On Jan 31, 10:13am, Alain LaBont/e'/ wrote:
> At 09:23 1997-1-24 -0500, Johan van Wingen wrote:
> > The inclusion of Georgian capital letters was
> > and is very controversial
> At the CEN Seminar in Bled last fall, a Georgian confirmed me that there is
> no such thing as a notion of case in Georgian. He said that there were 2
> traditional typographical styles for this script but he did not understand
> why characters were double-coded in the UCS.
The following explanatory note, which occurs in Unicode 2.0, may be
helpful. Or it may be wrong ;-) but either way it is useful to know the
justification used. Comments in  are mine:
"The modern Georgian script is a lowercase style [I would refer to
that as a unicameral script, ie having no case rather than having a
lower case -- CL] called <i>mkhedruli</i> (soldier's). It originated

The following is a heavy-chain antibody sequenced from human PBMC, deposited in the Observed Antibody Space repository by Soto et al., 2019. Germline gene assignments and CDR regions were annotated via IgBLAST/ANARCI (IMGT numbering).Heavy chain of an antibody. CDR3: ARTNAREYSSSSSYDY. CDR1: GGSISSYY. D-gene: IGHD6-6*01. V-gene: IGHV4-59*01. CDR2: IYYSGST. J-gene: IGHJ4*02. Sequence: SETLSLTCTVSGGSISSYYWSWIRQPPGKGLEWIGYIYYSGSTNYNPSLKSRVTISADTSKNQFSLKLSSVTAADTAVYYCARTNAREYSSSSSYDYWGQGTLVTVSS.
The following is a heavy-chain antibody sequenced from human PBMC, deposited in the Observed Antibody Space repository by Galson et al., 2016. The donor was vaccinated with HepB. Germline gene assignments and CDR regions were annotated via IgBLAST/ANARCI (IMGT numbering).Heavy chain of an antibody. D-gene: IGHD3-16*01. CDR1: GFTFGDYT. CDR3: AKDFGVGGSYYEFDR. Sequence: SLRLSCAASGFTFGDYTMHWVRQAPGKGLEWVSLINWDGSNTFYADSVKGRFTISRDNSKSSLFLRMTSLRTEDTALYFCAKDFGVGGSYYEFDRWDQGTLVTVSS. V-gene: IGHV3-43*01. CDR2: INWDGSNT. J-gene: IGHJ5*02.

as the secular derivative of a form called <i>khutsuri</i>
(ecclesiastical) that had uppercase and lowercase pairs. Although
no longer used in most modern texts, the <i>khutsuri</i> style is
still used for liturgical purposes; [anyone know a Georgian preist
to check?] the Unicode Standard encodes the upper-case form of <i>
khutsuri</i> as well as the lowercase form of modern Georgian."
> Perhaps the question asked by
> experts to Georgians were not precise enough at the time of UCS design for
Possible; or perhaps those questioned were not aware of the
ecclesiastical usage alleged in the quote above.
> and those who answered, non-experts in character coding, made a
> confusion between characters and glyphs
;-) as so often happens.
-- Chris Lilley, W3C [ http://www.w3.org/ ] Graphics and Fonts Guy The World Wide Web Consortium http://www.w3.org/people/chris/ INRIA, Projet W3C email@example.com 2004 Rt des Lucioles / BP 93 +33 (0)4 93 65 79 87 06902 Sophia Antipolis Cedex, France
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